Lady Gaga powered down the runway for design legend Marc Jacobs in a triumphant finale to New York Fashion Week Thursday, showcasing a Gothic fantasy of oversized coats, full skirts and teetering platforms.
Jacobs, the darling of the US fashion scene, prides himself on closing out the biannual Big Apple fashion bonanza by putting on extravagant spectaculars - and his fall/winter collection was no exception.
He turned the Park Avenue Armory into a circular catwalk bathed in white, providing a dramatic backdrop to his meditation on black and all things Gothic, accentuated by incredible lace-up platform boots.
Lady Gaga walked the show with professional models just days after donning a Jacobs costume in her flamboyant tribute performance to the late David Bowie at the Grammy Awards in Los Angeles on Monday.
The pop diva wore a pale green pussy bow blouse with a giant, oversized black coat with huge fur patches on the sleeves. Her blonde hair was crimped in rigid waves.
Actress Maggie Gyllenhaal was among the stars sitting in the front row. Vogue editor in chief Anna Wintour was photographed wearing a custom-made Jacobs tee-shirt in support of presidential candidate Hillary Clinton.
The designer shored up his reputation as the most cutting edge, daring fashion mind in contemporary America, offering up a loose, oversized look of baggy pants, full skirts and lace detail at the neck.
It was a dark and brooding show, emphasized by heavy black eye makeup and fur accessories in the look that kept the slender form of his girls almost hidden in the giant clothes.
His models sported checks and there was a luxurious chessboard train, as well as plastic-looking black skirts with lace-effect cut out, and frayed hems. Splashes of purple came on small bags and his towering boots.
Ralph Lauren, the last word in wearable preppy chic, kicked off the day poles apart from Jacobs with a collection blending country gentleman and cowboy dandy styles, crowned by liquid gold evening wear.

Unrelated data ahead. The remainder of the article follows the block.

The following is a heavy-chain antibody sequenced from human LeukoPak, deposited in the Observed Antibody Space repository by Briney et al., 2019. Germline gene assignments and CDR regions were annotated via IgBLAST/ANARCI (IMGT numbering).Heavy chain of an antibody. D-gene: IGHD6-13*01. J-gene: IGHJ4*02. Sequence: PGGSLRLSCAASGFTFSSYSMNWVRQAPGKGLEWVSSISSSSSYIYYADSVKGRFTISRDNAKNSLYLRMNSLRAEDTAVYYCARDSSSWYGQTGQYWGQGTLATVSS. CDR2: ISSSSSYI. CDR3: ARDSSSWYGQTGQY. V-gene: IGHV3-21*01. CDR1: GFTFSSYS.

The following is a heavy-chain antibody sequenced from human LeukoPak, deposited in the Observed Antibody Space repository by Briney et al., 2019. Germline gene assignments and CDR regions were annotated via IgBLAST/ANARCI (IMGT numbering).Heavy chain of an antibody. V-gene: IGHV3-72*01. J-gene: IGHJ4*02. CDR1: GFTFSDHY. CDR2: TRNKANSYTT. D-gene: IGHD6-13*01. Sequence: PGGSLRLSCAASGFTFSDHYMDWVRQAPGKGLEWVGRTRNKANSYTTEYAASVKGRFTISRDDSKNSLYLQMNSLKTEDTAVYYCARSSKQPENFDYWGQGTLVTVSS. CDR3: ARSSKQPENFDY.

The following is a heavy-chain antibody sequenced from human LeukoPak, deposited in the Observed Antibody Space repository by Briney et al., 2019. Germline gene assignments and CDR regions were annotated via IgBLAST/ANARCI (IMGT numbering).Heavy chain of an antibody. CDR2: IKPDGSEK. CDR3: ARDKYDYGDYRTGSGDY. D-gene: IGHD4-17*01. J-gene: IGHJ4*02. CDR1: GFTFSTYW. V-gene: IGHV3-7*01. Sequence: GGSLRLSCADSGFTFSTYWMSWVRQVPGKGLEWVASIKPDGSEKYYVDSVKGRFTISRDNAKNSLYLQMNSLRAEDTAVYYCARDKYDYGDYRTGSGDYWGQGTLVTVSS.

British actress Sienna Miller was guest of honor, dressed in black, seated next to Wintour and Lauren's family.
Lauren made extensive use of plaid and checks with signature suiting that included loose-cut pants, blazers and trench coats finished off with men's ties at the throat - a meditation in taupe, truffle and mocha.
The suiting was lightened when styled with delicate cashmere knits, pleated silk crepe pants and silk shirts.
Lauren's evening wear had its roots in a Victorian-era elegance, with frothy high-lace collars and black velvet, and a Prussian pigment printed coat that looked like a Romantic-era smoking jacket.
There was a stunning black velvet evening dress finished with oversized pleated white cuffs and a white ruffle at the neck worn by supermodel Karlie Kloss.
A black velvet cocktail dress was made in a similarly exquisite manner - embellished with tightly pleated black leather ruffle sleeves and a collar that defied gravity and made the outfit look like sculpture.
Lauren, 76, broke new ground by finishing the show with a mikado evening dress, its billowing skirts in his trademark style, but giving off the overall effect of liquid, glistening gold.
Francisco Costa, the Brazilian creative director at Calvin Klein, used a sun-drenched Tribeca loft to showcase New York cool - the look that defines the label and pioneers contemporary, urban fashion.
"It's the night before the morning after," Costa told AFP backstage, summing up the theme of the collection. It marked a return to tailored suiting for the brand, as well as novel use of fur for Calvin Klein.
Costa said he took brand innovation further by "pushing it into crazy, very fun prints as well, which is all photographic, is all very new to us."
Sharp suits were worn with low-cut V-neck slip blouses in silk and he followed a trend also seen on the catwalk at Vera Wang and Alexander Wang by using buckle and strap accessories.
There were large fur collars, another key trend of the season, and leather panels cut into skirts to create movement.
Plaids were mixed and matched - with different check patterns used on the two sleeves of a dress, a third plaid on the front and yet another on the back. Fur coats were chunky with textured panels.
In a slight break with the usual Calvin Klein look, Costa incorporated oversized tribal-style pendant necklaces and sewed large jewels onto the front of silk dresses. The models wore sensible loafers.